The sky comes down
To the edge of bare rock
And all around
Filled with weather:
Clouds, cool breezes,
At the edge of a U-shaped canyon,
A stone amphitheater;
Sheer, sculpted cliffs
From a curved ridge of debris,
Towering over a broad lumbered valley
And miscellany of boulders.
In the magic of bracken, grass and water,
Hidden in woods dense and dark,
Ponderosa, Lodgepole pines, Douglas fir,
Dead-wood and downed-timber,
Tree-hanging lichen flourishes.
Tangled masses of green threads,
Long drapes--yellow to ochre
Wrought from coyote hair.
The burial ground of the first people
A sanctuary of bones.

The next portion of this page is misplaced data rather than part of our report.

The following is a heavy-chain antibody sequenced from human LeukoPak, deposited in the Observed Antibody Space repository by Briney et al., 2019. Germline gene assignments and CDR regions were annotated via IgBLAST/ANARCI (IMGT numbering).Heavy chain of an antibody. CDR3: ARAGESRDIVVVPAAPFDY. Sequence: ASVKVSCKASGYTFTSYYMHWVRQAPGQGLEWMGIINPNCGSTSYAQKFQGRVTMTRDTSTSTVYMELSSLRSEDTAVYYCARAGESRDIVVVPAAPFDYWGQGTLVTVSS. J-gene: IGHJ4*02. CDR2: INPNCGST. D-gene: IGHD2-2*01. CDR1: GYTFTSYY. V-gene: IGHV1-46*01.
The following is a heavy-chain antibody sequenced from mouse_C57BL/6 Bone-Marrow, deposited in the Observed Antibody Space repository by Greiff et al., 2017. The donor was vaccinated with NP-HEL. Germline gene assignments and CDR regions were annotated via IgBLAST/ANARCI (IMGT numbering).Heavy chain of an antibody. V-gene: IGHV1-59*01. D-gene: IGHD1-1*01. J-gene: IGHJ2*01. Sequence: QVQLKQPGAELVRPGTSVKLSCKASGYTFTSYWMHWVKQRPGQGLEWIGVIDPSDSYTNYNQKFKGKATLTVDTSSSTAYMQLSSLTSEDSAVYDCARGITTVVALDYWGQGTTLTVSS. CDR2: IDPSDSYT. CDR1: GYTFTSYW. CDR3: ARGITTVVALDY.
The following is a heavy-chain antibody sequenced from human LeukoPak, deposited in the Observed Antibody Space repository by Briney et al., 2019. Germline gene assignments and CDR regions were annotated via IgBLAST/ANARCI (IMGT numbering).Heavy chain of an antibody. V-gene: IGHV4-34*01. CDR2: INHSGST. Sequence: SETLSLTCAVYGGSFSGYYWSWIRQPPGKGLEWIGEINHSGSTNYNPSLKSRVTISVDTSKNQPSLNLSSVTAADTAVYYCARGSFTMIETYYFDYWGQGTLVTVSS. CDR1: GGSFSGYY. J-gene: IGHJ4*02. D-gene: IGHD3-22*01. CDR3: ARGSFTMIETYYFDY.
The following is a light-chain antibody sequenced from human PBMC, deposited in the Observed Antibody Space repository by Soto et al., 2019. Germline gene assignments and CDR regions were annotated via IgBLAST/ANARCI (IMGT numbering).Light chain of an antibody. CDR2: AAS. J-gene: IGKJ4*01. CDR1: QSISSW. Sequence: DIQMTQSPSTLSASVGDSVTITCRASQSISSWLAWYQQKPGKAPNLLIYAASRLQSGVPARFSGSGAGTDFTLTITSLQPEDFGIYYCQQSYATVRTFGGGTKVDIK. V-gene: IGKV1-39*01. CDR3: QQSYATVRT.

Whirlwinds follow gusty squalls
Funnel in thunderstorms
And fire from lightning strikes.
The resulting conflagration
Burns until the mourning ends
so the dead may sleep undisturbed
As winter storms
And summer droughts
Wash over the forest like a sea.
Stephen Barile, a Fresno, California native, was educated in public schools, and attended Fresno City College, Fresno Pacific University, and California State University, Fresno. He is the former chairman of the William Saroyan Society, and a long-time member of the Fresno Poet’s Association. Mr. Barile taught writing at Madera Center Community College, lives and writes in Fresno. His poems have been published extensively, including Metafore Magazine, New Plains Review, The Heartland Review, Rio Grande Review, The Packinghouse Review, Undercurrents, The Broad River Review, The San Joaquin Review, Haight-Ashbury Literary Journal, Beginnings, Pharos, and Flies, Cockroaches, and Poets.